Those chocolate Judah Maccabees are so cute (even if they might be Santas on the inside). But if we turn to the First Book of Maccabees, Judah himself was not necessarily so cute. In the third chapter, we read:
“He brought glory to his people, and put on his breastplate like a giant. He armed himself with weapons of war; he fought battles and protected the camp with his sword. In his deeds he was like a lion, like a young lion roaring for prey. He pursued the wicked, hunting them out, and those who troubled his people he destroyed by fire (I Maccabees 3:3-5).”
And in the major liturgical addition to our worship on Hanukkah, we do not celebrate Judah’s righteousness, good looks or affability. We thank God for the fact that “the strong were delivered into the hands of the weak, the many into the hands of the few.” In other words, we praise Judah’s military expertise. (See the Al Ha-Nissim prayer.)
So, starting Sunday at sundown, we Jews will spend eight days celebrating Judah Maccabee’s combat skills. Sure, we’ll talk about jugs of oil and miracles, mostly because the ancient rabbis were uncomfortable with a holiday that focused solely on a military victory. However, if it weren’t for Judah’s ability to swing the sword, I doubt very highly that we’d have gotten to the oil part of the story.
I share this with you not to diminish our Hanukkah celebration in any way. Instead, I am trying to remind us all that Judaism is not inherently opposed to self-defense and the possession of weapons. Quite the opposite, it is something we celebrate. Further, anyone who spends any time at all in the modern state of Israel very quickly grows accustomed to the sight of Israeli soldiers – the modern-day heirs to the Maccabean tradition – toting around their automatic weapons.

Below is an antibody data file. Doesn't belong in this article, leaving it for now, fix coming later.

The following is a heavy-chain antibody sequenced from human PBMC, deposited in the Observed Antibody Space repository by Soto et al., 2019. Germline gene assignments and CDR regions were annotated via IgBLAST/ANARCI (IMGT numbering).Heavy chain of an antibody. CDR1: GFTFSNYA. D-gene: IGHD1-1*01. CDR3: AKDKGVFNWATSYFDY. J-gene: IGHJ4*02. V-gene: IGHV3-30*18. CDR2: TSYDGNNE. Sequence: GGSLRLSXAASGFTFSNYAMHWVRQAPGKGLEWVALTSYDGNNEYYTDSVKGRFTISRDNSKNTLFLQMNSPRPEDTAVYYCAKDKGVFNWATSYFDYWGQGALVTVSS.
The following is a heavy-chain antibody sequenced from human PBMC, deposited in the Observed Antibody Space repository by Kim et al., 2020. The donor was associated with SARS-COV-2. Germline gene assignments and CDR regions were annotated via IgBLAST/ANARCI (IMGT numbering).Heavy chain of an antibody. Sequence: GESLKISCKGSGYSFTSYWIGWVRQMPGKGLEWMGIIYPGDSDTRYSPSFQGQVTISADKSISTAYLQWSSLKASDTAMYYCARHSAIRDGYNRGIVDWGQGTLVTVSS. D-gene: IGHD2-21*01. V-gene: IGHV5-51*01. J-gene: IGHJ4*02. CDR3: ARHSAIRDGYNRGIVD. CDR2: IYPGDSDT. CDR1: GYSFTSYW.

Judaism sees self-defense as a sacred obligation. There is no greater mitzvah than the preservation of human life. However, with obligations come responsibilities and restrictions. Even when it comes to something beautiful and enjoyable, Judaism puts limitations on our urges and behaviors. Eating, for example, is a good and necessary thing. It is the most basic way in which we preserve life. Yet, Judaism puts restrictions on eating – kashrut. Similarly, unlike some other faith traditions, Judaism sees sexuality as a good thing. There would be no life to protect without it. However, we similarly place limitations on sexuality – with whom and when we may engage in a sexual relationship.
So, when it comes to the obligation for self-defense and the possession of weapons, there must also be some boundaries. There must a balance between the desire to protect our own lives and the preservation of other lives. Somehow, sadly, in this country we are horribly off-balance. We have placed so much emphasis on an individual’s right to self-defense that we have forgotten our obligation to protect the lives of everyone else around that individual. We have to figure out a way to correct that.
Judaism, at its core, is not a system of extremes. It is a practical legal tradition that tries to bring balance into the lives of its adherents. It seems to me that such balance would be a wonderful Hanukkah gift to offer to this country.